Flag of Ukraine
SymfonyCasts stands united with the people of Ukraine

Setup: Server Provisioning

Video not working?

It looks like your browser may not support the H264 codec. If you're using Linux, try a different browser or try installing the gstreamer0.10-ffmpeg gstreamer0.10-plugins-good packages.

Thanks! This saves us from needing to use Flash or encode videos in multiple formats. And that let's us get back to making more videos :). But as always, please feel free to message us.

Hey guys! Ok, here's my situation: I've built this amazing new app: MooTube: the latest fad in cow fitness. There's just one more problem to solve, before cattle start signing up in herds: the site only lives on my local computer! It's time to release it to the cow masses. Yep, it's time to deploy!

But... how? There are probably 50 good ways to deploy! Bah! And these days, you can even deploy with a Platform as a Service: something like Platform.sh or Heroku. These take care of almost everything for you. I love these, and we use Platform.sh for part of KnpUniversity. They do have some limitations, but they are the fastest way to get your app to production.

In this tutorial, we're going to talk about one, really nice deployment tool: Ansistrano. It's built on top of Ansible... so if you watched our Ansible tutorial, you're going to love it! And if you haven't, what are you waiting for!? Well actually, I'll give you all the details you need, regardless.

Download the Project

As always, learning, like grazing, is best done in a group: so you should definitely code along with me. Download the course code from this page and unzip it. Inside, you'll find a start/ directory, which will have the same code I have here. See that README file? It holds all the secrets for getting the project setup. But actually... this is a tutorial about deployment! So... you don't really need to get the project running locally... because we're going to get the project running... in the cloud!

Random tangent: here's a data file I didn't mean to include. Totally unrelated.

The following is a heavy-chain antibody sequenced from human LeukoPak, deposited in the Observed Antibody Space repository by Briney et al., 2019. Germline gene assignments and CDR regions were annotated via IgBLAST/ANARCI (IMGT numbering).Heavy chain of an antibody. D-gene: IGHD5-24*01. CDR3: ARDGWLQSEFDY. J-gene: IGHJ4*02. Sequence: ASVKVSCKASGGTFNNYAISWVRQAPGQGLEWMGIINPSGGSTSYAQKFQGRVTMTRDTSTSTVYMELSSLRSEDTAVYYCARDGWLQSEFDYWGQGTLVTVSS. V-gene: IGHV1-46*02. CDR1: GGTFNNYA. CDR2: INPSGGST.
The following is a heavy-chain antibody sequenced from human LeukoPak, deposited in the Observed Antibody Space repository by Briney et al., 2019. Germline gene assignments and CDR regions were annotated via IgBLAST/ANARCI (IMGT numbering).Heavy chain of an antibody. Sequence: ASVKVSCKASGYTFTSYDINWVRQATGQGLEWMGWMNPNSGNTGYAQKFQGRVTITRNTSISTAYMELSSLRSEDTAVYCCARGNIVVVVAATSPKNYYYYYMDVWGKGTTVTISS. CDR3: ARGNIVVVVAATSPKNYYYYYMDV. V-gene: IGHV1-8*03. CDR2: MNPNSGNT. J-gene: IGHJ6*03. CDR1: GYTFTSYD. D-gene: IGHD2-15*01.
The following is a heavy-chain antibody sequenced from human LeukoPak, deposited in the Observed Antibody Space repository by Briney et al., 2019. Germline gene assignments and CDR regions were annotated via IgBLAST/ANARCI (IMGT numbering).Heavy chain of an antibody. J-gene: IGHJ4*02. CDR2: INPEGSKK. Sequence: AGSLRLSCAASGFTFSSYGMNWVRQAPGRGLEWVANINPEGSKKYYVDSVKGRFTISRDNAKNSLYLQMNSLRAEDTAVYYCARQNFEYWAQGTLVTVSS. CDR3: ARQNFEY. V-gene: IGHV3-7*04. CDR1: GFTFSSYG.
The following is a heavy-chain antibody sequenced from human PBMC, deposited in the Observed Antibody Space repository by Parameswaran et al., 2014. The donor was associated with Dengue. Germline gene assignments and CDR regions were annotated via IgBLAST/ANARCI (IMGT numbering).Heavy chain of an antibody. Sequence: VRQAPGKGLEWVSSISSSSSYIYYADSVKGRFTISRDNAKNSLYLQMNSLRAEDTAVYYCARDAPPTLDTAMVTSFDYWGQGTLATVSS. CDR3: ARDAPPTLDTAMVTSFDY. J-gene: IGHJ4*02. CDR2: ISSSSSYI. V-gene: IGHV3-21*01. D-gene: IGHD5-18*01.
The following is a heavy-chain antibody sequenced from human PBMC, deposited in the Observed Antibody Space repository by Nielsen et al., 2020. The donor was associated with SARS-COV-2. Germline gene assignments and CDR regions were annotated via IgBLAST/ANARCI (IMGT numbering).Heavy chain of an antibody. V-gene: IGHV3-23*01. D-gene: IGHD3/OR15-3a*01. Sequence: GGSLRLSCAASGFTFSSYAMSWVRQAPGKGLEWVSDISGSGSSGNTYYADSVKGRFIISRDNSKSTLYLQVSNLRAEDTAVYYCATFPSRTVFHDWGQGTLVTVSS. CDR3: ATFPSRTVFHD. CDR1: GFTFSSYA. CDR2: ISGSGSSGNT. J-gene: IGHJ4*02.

But, if you do want to get the project running, the last step will be to find your terminal, sip some coffee, and run:

bin/console server:run

to start the built-in PHP web server. Open the app in your browser at http://localhost:8000. Ah yes, MooTube: our bovine fitness app that is about to stampede through the cow world! This is the same app we used in our Ansible tutorial, with just a few small changes.

Booting a new Server

Let's get to work! So first... well... we need a server! You can use any service to get a server, but I already booted a new EC2 instance from AWS. I actually did this via Ansible. In our Ansible tutorial, we created a small playbook - aws.yml - whose only job is to boot an EC2 instance using an Ubuntu 14.04 image.

You're free to get a server from anywhere... but if you do want to use this script to boot a new instance, you'll just need to do 2 things. First, edit the ansible vault at ansible/vars/aws_vault.yml.

ansible-vault edit ansible/vars/aws_vault.yml

The password is beefpass.

These access keys are mine... and as much fun as it would be for me to pay for your servers... these keys won't work anymore. Sorry! Replace them with your own. Second, in aws.yml, see that key_name?

31 lines ansible/aws.yml
- hosts: local
... lines 3 - 13
- name: Create an instance
... lines 17 - 21
key_name: KnpU-Tutorial
... lines 23 - 31

You'll need to create your own "Key Pair" in the EC2 management console, and put its name here. The key pair will give you the private key needed to SSH onto the new server.

Server Provisioning

Once you have a server... deploying is really two steps. Step 1: provisioning: the fancy word that basically means installing everything you need, like Nginx, PHP, PHP extensions and whatever else. And then step 2: actually deploying.

I don't care how you setup - or provision - your server. In the Ansible tutorial, we - of course! - used Ansible to do this, but that is not a requirement for using Ansistrano.

But since we already have a working provision playbook, let's use it! First, I'll find the public IP address to my new server. Open ansible/hosts.ini and put this under the aws group:

... lines 1 - 6